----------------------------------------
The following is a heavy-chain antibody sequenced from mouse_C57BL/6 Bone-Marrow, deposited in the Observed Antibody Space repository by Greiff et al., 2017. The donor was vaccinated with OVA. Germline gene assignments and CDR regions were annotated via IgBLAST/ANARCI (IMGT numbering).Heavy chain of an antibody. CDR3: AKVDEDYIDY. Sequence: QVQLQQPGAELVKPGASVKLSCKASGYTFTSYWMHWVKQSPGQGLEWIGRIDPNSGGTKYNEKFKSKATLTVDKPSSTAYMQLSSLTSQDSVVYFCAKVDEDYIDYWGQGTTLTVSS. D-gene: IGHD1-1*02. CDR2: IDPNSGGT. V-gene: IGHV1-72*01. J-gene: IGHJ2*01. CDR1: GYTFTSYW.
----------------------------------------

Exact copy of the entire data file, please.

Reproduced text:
The following is a heavy-chain antibody sequenced from mouse_C57BL/6 Bone-Marrow, deposited in the Observed Antibody Space repository by Greiff et al., 2017. The donor was vaccinated with OVA. Germline gene assignments and CDR regions were annotated via IgBLAST/ANARCI (IMGT numbering).Heavy chain of an antibody. CDR3: AKVDEDYIDY. Sequence: QVQLQQPGAELVKPGASVKLSCKASGYTFTSYWMHWVKQSPGQGLEWIGRIDPNSGGTKYNEKFKSKATLTVDKPSSTAYMQLSSLTSQDSVVYFCAKVDEDYIDYWGQGTTLTVSS. D-gene: IGHD1-1*02. CDR2: IDPNSGGT. V-gene: IGHV1-72*01. J-gene: IGHJ2*01. CDR1: GYTFTSYW.